Feel free to get help from younger staff members if you have any – it seems second nature to them. With so many options to choose from, you may feel overwhelmed, but a simple search will show you how trends are changing and which sites would suit you best.
As a general rule, the three top networks currently used by restaurateurs are Facebook, Instagram, and Twitter. Make sure your photographs are excellent quality (Instagram is primarily known for this) and that they show your establishment at its best.
Post live pictures from the kitchen or dining area – being careful not to infringe on the rights of your diners, of course. Invite happy customers to leave positive reviews, and allow family and friends to leave glowing reports.
Statistics show that more people than ever are using the internet to search for places to eat, often for specific types of cuisine, so post regularly, with short, punchy, and uplifting articles to catch their attention. Engage with customers and build those relationships.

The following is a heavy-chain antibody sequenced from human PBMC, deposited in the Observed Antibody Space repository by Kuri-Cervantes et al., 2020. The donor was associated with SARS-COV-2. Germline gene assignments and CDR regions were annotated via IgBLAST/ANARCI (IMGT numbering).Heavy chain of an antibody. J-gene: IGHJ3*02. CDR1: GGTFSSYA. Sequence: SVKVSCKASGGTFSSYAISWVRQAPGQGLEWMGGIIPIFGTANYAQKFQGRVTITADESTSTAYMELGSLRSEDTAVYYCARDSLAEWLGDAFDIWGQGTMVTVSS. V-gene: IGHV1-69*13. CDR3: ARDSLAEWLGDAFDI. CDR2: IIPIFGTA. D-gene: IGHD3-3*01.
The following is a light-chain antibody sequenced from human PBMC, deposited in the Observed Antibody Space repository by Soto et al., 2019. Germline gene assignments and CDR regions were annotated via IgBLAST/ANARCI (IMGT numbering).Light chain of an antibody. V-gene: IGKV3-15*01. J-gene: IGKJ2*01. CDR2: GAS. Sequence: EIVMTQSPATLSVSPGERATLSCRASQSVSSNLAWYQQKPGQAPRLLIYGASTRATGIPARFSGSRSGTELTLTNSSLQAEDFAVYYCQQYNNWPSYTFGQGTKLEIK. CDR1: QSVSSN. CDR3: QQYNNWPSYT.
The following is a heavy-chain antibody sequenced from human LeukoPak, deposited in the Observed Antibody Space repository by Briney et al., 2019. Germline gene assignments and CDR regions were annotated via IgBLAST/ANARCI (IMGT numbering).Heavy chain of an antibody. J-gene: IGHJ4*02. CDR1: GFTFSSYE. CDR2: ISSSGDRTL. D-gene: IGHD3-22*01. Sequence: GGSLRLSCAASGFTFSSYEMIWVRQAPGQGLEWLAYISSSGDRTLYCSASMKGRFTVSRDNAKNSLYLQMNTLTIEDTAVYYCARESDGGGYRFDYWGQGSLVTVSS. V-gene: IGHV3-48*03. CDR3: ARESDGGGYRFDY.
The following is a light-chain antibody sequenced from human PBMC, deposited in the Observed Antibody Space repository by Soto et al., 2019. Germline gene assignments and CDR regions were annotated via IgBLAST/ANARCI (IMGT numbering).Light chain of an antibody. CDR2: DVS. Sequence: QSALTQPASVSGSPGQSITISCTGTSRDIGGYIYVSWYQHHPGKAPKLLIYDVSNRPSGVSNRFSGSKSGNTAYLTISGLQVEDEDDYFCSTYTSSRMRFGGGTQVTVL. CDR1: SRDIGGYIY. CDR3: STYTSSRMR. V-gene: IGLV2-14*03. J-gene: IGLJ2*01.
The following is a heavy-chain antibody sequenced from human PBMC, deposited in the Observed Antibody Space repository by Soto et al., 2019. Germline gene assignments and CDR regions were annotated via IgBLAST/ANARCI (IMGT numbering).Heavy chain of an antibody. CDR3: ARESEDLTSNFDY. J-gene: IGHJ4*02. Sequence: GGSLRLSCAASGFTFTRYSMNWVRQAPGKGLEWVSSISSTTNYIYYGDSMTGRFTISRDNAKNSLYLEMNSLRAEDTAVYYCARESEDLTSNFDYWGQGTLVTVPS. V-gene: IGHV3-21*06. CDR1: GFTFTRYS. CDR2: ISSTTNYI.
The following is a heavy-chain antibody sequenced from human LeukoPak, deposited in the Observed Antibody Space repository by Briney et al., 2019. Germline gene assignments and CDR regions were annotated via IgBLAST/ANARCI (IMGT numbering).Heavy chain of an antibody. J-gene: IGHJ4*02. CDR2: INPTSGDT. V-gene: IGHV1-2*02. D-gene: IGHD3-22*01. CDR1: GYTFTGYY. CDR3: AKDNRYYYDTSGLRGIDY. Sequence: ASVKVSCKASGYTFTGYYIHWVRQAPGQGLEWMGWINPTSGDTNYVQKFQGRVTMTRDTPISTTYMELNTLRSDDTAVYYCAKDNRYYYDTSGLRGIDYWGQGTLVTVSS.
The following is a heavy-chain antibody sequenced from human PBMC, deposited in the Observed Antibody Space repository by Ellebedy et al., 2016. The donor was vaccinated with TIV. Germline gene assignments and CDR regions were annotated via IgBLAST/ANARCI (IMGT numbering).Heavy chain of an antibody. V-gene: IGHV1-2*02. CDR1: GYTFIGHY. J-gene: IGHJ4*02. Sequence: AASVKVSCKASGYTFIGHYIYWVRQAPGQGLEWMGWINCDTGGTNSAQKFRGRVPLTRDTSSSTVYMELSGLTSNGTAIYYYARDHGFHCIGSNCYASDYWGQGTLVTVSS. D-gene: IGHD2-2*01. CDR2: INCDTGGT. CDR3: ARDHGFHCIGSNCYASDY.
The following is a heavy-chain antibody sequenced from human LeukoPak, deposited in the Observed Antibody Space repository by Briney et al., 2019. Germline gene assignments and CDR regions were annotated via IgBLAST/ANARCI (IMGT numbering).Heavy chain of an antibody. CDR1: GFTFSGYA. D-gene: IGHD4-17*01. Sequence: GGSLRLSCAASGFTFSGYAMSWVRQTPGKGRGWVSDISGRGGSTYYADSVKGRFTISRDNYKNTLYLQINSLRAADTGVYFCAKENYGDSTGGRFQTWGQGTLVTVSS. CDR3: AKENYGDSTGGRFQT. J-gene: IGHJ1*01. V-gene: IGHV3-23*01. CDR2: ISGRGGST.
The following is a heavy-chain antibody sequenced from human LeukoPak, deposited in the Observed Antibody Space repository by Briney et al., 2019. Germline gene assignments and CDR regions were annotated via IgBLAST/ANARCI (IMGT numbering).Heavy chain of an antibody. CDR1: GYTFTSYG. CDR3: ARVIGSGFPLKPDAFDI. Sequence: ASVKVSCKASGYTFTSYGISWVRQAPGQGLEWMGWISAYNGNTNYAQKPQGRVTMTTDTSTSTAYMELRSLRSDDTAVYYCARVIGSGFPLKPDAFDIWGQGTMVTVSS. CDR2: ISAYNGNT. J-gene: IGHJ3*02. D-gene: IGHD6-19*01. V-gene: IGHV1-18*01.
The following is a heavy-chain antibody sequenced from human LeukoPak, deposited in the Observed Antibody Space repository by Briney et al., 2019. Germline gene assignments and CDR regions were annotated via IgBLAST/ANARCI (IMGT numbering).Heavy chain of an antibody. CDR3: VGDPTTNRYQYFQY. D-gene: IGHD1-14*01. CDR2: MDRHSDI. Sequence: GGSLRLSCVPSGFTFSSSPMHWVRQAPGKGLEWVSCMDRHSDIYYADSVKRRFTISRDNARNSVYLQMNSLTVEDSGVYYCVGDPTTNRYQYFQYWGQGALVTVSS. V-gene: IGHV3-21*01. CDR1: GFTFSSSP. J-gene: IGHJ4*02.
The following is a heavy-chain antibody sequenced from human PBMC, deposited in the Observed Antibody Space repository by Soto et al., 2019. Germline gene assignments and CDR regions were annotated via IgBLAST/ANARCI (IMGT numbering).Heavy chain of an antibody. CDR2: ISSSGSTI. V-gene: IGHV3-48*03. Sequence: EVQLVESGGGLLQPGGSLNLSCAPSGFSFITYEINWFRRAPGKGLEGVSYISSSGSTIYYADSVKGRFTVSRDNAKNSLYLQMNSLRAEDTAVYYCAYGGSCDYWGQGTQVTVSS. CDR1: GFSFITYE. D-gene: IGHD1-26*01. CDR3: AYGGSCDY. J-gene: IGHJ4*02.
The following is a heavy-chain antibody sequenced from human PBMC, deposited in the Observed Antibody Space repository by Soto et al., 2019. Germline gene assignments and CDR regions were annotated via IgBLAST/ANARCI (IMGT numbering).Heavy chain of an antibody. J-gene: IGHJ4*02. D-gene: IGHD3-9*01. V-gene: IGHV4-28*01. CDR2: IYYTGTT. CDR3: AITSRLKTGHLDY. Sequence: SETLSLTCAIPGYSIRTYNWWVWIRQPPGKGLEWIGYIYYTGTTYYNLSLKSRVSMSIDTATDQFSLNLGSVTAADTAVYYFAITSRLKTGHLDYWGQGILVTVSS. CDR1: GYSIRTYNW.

Deal with any complaints promptly and effectively, which goes without saying, but it’s an area that is often woefully neglected. A complaint that is dealt with swiftly and efficiently can be as productive and positive as the best review.
That’s right, more technology! But it pays in the end, trust me. It can be a headache, but there are plenty of professional website templates out there that need not break the bank, and that will draw the crowds.
Businesses that don’t bother to take the time to set up a website come off as lazy and unprofessional. They are not expensive and can be set up by almost anyone.